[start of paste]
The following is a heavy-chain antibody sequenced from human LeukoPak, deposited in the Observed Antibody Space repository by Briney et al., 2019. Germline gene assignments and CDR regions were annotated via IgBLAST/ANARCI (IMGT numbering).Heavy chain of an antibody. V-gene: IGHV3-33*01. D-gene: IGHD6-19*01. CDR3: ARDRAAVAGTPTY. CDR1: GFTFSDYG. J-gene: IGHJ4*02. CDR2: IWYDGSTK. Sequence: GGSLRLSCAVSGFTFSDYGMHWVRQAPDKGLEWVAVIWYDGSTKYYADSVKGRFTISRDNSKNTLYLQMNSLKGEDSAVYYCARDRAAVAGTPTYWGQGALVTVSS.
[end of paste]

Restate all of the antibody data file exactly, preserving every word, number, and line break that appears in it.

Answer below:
The following is a heavy-chain antibody sequenced from human LeukoPak, deposited in the Observed Antibody Space repository by Briney et al., 2019. Germline gene assignments and CDR regions were annotated via IgBLAST/ANARCI (IMGT numbering).Heavy chain of an antibody. V-gene: IGHV3-33*01. D-gene: IGHD6-19*01. CDR3: ARDRAAVAGTPTY. CDR1: GFTFSDYG. J-gene: IGHJ4*02. CDR2: IWYDGSTK. Sequence: GGSLRLSCAVSGFTFSDYGMHWVRQAPDKGLEWVAVIWYDGSTKYYADSVKGRFTISRDNSKNTLYLQMNSLKGEDSAVYYCARDRAAVAGTPTYWGQGALVTVSS.